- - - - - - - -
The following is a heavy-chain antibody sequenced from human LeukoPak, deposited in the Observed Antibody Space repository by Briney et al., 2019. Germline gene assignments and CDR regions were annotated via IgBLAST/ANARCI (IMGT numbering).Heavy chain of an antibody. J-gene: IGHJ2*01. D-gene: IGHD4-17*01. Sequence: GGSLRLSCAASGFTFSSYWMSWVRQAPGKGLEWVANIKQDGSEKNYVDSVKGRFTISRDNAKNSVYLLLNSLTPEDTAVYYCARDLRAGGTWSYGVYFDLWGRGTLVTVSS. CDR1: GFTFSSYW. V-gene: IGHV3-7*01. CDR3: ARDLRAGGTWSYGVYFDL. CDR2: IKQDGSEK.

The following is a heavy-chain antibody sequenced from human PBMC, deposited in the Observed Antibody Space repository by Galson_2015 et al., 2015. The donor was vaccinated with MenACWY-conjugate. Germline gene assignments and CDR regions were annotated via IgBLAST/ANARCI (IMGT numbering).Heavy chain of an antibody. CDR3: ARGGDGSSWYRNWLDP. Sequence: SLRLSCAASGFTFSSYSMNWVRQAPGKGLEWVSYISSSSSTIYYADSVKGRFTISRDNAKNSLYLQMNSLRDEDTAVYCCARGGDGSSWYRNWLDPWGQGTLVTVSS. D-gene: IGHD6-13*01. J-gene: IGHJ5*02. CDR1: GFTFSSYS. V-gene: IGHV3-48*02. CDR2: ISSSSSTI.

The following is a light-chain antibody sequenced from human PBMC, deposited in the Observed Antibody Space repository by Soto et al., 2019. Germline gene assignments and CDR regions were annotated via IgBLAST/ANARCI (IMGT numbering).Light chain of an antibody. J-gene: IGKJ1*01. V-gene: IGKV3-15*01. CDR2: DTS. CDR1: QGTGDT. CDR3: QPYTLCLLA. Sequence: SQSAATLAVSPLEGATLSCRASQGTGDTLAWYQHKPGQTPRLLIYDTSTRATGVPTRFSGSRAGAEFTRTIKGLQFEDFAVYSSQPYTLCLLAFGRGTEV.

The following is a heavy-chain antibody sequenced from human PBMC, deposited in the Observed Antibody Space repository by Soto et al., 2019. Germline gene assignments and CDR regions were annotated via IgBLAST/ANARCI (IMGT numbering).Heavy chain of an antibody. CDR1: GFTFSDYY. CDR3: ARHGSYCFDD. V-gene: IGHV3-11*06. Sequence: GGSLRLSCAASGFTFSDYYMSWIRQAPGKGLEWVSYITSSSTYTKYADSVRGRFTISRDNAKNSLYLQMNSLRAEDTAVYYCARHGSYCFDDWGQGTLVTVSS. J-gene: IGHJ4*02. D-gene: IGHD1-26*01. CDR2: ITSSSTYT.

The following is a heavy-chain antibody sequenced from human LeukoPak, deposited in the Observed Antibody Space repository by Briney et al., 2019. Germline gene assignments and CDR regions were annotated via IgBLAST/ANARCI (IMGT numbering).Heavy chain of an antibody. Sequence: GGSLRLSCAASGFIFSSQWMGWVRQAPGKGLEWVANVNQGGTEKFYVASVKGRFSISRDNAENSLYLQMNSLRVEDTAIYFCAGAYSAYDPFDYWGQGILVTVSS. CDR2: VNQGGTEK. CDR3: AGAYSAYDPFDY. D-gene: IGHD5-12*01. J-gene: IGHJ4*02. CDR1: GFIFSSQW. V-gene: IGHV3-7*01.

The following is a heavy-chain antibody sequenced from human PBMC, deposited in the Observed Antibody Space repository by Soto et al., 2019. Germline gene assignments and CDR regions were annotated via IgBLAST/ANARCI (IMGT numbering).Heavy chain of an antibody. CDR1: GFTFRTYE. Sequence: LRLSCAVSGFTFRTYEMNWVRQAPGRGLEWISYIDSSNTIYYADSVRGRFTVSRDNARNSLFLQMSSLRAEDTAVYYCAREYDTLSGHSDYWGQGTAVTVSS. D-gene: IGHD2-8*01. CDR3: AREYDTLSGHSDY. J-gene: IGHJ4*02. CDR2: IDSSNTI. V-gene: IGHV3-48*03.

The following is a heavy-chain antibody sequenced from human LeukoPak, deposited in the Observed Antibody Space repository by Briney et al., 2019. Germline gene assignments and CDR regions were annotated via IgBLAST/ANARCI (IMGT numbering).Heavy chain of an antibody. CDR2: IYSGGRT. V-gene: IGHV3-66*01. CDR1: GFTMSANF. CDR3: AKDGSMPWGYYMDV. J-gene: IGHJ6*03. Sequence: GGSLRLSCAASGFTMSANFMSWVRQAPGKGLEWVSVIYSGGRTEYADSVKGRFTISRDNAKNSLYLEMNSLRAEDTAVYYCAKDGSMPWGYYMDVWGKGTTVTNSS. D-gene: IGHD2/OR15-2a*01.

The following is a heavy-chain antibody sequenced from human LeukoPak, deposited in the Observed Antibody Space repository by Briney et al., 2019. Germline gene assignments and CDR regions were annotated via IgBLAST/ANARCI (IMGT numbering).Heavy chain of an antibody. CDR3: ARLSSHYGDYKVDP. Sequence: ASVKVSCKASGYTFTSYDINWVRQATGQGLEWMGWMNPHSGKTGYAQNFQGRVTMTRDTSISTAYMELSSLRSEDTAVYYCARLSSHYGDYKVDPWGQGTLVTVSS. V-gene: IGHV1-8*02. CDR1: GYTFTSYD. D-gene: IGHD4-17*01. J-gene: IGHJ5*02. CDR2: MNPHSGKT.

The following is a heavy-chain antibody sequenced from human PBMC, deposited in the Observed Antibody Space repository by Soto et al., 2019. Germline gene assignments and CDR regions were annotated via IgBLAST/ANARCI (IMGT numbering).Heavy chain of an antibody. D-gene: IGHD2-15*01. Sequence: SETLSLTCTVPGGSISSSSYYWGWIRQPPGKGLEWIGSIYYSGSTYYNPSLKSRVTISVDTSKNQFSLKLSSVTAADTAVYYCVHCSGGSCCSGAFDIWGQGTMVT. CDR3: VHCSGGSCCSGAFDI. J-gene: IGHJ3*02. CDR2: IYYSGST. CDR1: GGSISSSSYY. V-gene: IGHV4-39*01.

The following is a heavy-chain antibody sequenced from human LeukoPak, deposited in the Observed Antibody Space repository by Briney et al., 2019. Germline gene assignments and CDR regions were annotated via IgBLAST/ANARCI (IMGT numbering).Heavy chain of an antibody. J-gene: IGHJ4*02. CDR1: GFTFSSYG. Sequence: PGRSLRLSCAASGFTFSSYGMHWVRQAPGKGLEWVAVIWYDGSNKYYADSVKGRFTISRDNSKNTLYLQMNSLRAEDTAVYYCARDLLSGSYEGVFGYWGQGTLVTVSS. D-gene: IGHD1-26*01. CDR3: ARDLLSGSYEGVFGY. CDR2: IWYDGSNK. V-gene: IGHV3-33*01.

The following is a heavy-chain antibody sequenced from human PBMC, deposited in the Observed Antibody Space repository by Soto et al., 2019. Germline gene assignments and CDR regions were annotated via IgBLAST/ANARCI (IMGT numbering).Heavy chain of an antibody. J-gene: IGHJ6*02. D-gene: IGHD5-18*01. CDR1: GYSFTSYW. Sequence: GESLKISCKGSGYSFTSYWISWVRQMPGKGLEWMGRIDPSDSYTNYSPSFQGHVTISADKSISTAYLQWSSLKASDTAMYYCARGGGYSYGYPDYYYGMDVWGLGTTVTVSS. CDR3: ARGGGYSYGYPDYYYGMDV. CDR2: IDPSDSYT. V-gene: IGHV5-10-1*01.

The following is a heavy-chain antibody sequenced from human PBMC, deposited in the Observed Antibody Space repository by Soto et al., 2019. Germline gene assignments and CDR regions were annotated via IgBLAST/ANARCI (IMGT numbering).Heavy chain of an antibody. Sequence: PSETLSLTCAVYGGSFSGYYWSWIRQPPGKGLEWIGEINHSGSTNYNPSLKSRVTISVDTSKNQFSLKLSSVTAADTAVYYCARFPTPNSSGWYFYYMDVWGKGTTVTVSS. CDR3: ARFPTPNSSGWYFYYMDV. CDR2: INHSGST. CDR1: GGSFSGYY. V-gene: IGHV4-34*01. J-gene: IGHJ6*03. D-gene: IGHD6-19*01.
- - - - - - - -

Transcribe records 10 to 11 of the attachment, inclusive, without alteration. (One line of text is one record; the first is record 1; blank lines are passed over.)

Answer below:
The following is a heavy-chain antibody sequenced from human LeukoPak, deposited in the Observed Antibody Space repository by Briney et al., 2019. Germline gene assignments and CDR regions were annotated via IgBLAST/ANARCI (IMGT numbering).Heavy chain of an antibody. J-gene: IGHJ4*02. CDR1: GFTFSSYG. Sequence: PGRSLRLSCAASGFTFSSYGMHWVRQAPGKGLEWVAVIWYDGSNKYYADSVKGRFTISRDNSKNTLYLQMNSLRAEDTAVYYCARDLLSGSYEGVFGYWGQGTLVTVSS. D-gene: IGHD1-26*01. CDR3: ARDLLSGSYEGVFGY. CDR2: IWYDGSNK. V-gene: IGHV3-33*01.

The following is a heavy-chain antibody sequenced from human PBMC, deposited in the Observed Antibody Space repository by Soto et al., 2019. Germline gene assignments and CDR regions were annotated via IgBLAST/ANARCI (IMGT numbering).Heavy chain of an antibody. J-gene: IGHJ6*02. D-gene: IGHD5-18*01. CDR1: GYSFTSYW. Sequence: GESLKISCKGSGYSFTSYWISWVRQMPGKGLEWMGRIDPSDSYTNYSPSFQGHVTISADKSISTAYLQWSSLKASDTAMYYCARGGGYSYGYPDYYYGMDVWGLGTTVTVSS. CDR3: ARGGGYSYGYPDYYYGMDV. CDR2: IDPSDSYT. V-gene: IGHV5-10-1*01.